from a public HS teacher (Gov't, Religion, Soc. Issues), who is eclectic (Dem-leaning) politically and Quaker (& open) on everything else. Hope you enjoy what you find here.

Saturday, June 18, 2005

Preparing for a draft? 

There is an article in today's Philadelphia Inquirer (registration required) entitled Peace churches plan alternatives to military draft.  It gets the name of the President of Haverford College (my alma mater) wrong.  But what caught my attention is that the Selective service system is encouraging Peace Churches (Quakers, Mennonites, Brethren) to prepare for alternatives to the draft.

Here is the applicable part of the article:

The draft ended in 1973. But the Selective Service System, which is charged with maintaining machinery for a draft, is encouraging the peace churches to make contingency plans.

"We do encourage it," said Cassandra Costley, who was appointed last year as director of a new alternative-service division within Selective Service.

"It's not because we expect there is going to be a draft in the next year - or the next five years," Costley said from her office in Rosslyn, Va. "But our mandate is that we be prepared."

Let me offer just a few other snippets from elsewhere in the article.

But members of what are often called the historic peace churches - Mennonites, Brethren and Quakers - believe a draft appears more and more likely as U.S. troops continue to fight in Iraq and Afghanistan and the Army fails to meet its recruitment goals.

"We are probably one terrorist attack - one 9/11 - away from a draft," said Dan McFadden, director of Brethren Volunteer Service in Elgin, Ill.

There were a batch of Peace Church leaders who held a telephone conference last week:

McFadden was among three Brethren and Mennonite leaders from across the United States who held a telephone conference last week to go over options for alternative service.

"There aren't any definite plans at this point; we are just going to keep talking," he said.

The conference followed up on a March meeting of Anabaptist leaders in Elgin, which also drew Quakers. Costley and another Selective Service official attended.

An article in the May issue of Quaker Life, a magazine published by Indiana Quakers, advised men with pacifist views to lay the groundwork now for C.O. application later on.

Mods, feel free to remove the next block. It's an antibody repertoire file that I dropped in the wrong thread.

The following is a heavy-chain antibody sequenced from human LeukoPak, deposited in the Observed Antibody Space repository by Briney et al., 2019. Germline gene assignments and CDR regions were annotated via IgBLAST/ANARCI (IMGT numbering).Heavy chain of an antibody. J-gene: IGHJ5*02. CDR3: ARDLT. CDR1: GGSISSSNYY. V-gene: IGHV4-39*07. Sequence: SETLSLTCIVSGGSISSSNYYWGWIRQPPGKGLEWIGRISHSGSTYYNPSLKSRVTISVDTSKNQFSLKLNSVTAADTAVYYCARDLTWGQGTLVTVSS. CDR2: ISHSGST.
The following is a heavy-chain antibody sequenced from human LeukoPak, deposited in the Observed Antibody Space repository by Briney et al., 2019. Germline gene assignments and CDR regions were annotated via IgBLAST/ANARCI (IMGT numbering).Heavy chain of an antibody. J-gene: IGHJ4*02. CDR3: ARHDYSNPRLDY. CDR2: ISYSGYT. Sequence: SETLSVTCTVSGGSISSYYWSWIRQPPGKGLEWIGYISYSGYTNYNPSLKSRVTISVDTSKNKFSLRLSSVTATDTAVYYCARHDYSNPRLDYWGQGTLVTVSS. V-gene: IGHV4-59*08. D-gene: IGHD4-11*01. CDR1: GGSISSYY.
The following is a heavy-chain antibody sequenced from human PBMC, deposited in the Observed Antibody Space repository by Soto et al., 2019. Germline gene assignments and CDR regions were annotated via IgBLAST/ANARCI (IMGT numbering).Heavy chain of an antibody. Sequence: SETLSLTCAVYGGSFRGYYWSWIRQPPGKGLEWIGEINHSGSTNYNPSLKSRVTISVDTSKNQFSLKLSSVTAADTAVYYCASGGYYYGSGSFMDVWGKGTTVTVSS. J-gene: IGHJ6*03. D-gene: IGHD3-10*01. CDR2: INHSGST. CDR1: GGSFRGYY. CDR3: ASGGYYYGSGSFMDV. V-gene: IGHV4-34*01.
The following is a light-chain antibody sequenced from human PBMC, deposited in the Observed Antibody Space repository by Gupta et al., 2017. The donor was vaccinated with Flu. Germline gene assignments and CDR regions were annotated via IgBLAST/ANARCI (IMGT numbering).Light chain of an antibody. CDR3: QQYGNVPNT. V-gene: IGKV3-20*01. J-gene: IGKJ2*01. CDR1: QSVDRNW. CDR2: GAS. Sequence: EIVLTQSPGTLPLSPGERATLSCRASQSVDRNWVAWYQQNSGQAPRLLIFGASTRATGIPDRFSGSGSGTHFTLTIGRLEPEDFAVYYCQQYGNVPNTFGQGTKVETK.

It urged them to "begin to establish a way of life that demonstrates your beliefs actually mean something to you" by attending Quaker worship, doing service projects, and joining peace events.

There is then discussion of the approaches of the various groups.  Mennonites and Brethren usually run one-year service programs which they believe could be expanded to two years to provide for alternative service for their young people, of whom they beleive a large number would opt of alternative service.   The article notes that during Vietnam there were 154,000 who were registered, of whom about 65,500 actually did alternative service.

 One thing the article does not mention is that any future draft is likely to have to include women.  The person who is appears in the next block quote made that point at a session for Quaker public schooll educators that I attended -- given all the jobs women now do, and their admission to the service academies, it would probably be a violation of equal protection for women to be exempt.  Here's what she has to say on other issues:

J.E. McNeil, a Quaker and director of the Center on Conscience & War, in Washington, said that Quakers - also known as Friends - had not been as active as Mennonites and Brethren in beginning to prepare for alternative service.

McNeil, who believes a draft is likely, said: "Friends don't move very fast. We move at a glacial pace in most things. We're kind of looking around and thinking."

One is not required under current law to have a religious basis to qualify, this having changed since Vietnam.

"Beliefs which qualify a registrant for C.O. status may be religious in nature, but don't have to be," the Selective Service reports on its Web site, www.sss.gov.

"Beliefs may be moral or ethical; however, a man's reasons for not wanting to participate in a war must not be based on politics, expediency, or self-interest," the agency writes.  

Most students do not currently think much about a draft.  What is important, as McNeil pointed out in the session I attended, is the necessity of building a paper trail if one wants to qualify as a CO.  I strong suggest anyone concerned about the draft explore the website of the organization she runs.  

This administration will continue to try to avoid a draft by things such as activiating IRR, involutarily extending active duty commitments, and perhaps beginning a skills draft.  But I think the latest time at which a darft would be imposed is immediately after the elections in 2006.  Necessity may require action before then.    Whatever you predict, I thought the information in this article might be of use.

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